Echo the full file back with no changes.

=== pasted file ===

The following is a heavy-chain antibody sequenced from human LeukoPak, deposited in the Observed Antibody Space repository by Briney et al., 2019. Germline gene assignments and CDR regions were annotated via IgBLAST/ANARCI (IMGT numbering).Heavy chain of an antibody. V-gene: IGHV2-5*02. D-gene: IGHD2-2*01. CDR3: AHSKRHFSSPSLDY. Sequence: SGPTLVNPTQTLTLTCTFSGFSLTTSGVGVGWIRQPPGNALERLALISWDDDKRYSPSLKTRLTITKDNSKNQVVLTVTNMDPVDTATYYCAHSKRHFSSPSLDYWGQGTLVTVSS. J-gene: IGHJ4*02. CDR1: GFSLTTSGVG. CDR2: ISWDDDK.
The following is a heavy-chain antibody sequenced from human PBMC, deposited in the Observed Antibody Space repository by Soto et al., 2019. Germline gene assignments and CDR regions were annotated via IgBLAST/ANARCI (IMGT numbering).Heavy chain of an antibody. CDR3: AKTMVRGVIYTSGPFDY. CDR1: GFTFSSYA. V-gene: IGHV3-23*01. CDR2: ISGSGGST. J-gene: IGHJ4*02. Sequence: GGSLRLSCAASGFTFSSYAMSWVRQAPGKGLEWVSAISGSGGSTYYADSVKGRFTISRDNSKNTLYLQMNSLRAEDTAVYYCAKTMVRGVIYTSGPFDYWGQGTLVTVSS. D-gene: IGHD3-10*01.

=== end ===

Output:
The following is a heavy-chain antibody sequenced from human LeukoPak, deposited in the Observed Antibody Space repository by Briney et al., 2019. Germline gene assignments and CDR regions were annotated via IgBLAST/ANARCI (IMGT numbering).Heavy chain of an antibody. V-gene: IGHV2-5*02. D-gene: IGHD2-2*01. CDR3: AHSKRHFSSPSLDY. Sequence: SGPTLVNPTQTLTLTCTFSGFSLTTSGVGVGWIRQPPGNALERLALISWDDDKRYSPSLKTRLTITKDNSKNQVVLTVTNMDPVDTATYYCAHSKRHFSSPSLDYWGQGTLVTVSS. J-gene: IGHJ4*02. CDR1: GFSLTTSGVG. CDR2: ISWDDDK.
The following is a heavy-chain antibody sequenced from human PBMC, deposited in the Observed Antibody Space repository by Soto et al., 2019. Germline gene assignments and CDR regions were annotated via IgBLAST/ANARCI (IMGT numbering).Heavy chain of an antibody. CDR3: AKTMVRGVIYTSGPFDY. CDR1: GFTFSSYA. V-gene: IGHV3-23*01. CDR2: ISGSGGST. J-gene: IGHJ4*02. Sequence: GGSLRLSCAASGFTFSSYAMSWVRQAPGKGLEWVSAISGSGGSTYYADSVKGRFTISRDNSKNTLYLQMNSLRAEDTAVYYCAKTMVRGVIYTSGPFDYWGQGTLVTVSS. D-gene: IGHD3-10*01.